Likert survey results showed that participants thought the 3D model was overall anatomically accurate during the endoscopic sinus and skull base procedures. For the transpterygoid skull base approach, the mean Likert scores indicated that the models accurately demonstrated the anatomy during the antrostomy portion of the procedure, but responses were neutral as to whether this anatomy was accurately demonstrated during the posterior wall removal and superior pterygoid cuts. In terms of haptic accuracy, the Likert scores indicated that participants typically agreed that these models felt similar to human bone with all of the instruments used with the exception of the curette.
On the basis of this study’s findings, 3D sinonasal printing provides an anatomically accurate model of sinonasal anatomy. Furthermore, 3D-printed material realistically represents haptic feedback. Although not specifically evaluated in this study, we hypothesize that 3D-printed materials will be a safe and effective method for teaching endoscopic sinonasal approaches. Future study will need to verify construct validity of the 3D-printed materials for sinonasal and skull base models. A 3D-printed material model provides a realistic platform on which to practice important skills, such as using endoscopic drills in a small, anatomically complex area without model failure or anatomical distortion.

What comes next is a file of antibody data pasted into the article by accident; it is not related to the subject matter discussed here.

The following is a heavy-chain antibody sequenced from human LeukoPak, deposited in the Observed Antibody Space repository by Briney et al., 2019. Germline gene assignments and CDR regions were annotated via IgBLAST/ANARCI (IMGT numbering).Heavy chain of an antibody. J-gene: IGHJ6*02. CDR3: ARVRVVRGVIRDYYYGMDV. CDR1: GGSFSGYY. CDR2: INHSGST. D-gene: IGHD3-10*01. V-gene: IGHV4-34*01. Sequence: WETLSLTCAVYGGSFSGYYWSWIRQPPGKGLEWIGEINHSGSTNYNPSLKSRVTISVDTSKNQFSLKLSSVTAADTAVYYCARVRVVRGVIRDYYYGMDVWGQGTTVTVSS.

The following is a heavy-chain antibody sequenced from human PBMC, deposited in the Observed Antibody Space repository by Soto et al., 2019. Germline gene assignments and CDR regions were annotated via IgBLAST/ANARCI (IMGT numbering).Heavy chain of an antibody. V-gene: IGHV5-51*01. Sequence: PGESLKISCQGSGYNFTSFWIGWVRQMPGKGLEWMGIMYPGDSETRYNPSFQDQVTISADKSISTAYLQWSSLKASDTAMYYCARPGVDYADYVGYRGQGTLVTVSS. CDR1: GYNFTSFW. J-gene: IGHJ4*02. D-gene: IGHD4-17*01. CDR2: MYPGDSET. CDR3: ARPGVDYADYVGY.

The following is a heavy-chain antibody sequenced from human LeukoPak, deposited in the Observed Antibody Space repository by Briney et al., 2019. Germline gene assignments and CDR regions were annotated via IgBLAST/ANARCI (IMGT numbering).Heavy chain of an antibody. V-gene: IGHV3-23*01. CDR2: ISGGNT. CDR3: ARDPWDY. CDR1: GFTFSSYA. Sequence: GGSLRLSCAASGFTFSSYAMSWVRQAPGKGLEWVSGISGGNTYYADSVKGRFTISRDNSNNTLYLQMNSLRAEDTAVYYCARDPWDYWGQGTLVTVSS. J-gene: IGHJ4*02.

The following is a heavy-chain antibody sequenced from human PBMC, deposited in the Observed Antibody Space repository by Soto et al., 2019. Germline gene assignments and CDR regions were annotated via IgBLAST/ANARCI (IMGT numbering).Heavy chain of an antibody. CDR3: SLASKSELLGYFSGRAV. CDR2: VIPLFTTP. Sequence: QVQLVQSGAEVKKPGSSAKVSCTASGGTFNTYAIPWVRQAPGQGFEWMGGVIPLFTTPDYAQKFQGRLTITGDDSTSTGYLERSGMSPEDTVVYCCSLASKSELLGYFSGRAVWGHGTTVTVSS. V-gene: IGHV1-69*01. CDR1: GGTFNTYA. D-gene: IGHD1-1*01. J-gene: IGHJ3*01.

The findings from this study must be interpreted in the context of its limitations, which include lack of soft tissue and blood during the dissection, small study size, variations in surgeon experience, and use of a single print material. One of the most promising aspects of 3D printing is the ability to create patient-specific disease models. For example, one could print a 3D model with a Meckel cave lesion and practice the approach to this lesion in the laboratory. Although resident experience with these types of procedures is relatively low, the 3D model would allow for these rarer procedures to be performed in a practice or laboratory setting. We chose to include the procedures outlined in this study because we view the ability to simulate these more complicated and intricate dissections as a future direction for 3D-printed sinonasal models. We recognize that our analysis is in part based on a subjective Likert scale, which is subject to response bias, especially given our small sample size. However, for the purposes of this feasibility study, the use of a Likert survey to assess the anatomical and haptic accuracy of our 3D-printed material model produced overall positive responses and supports further research into this area. The Likert questions were defined specifically for this study and have not been previously validated. Although we recognize that this factor is a limitation of the current study, Likert questionnaires are commonly used to evaluate simulation models.12,19 Future studies with a larger sample size, including a larger number of surgeons with more skull base surgery experience, are needed to endorse the validity of these results. Studies that compare different print materials should also be investigated.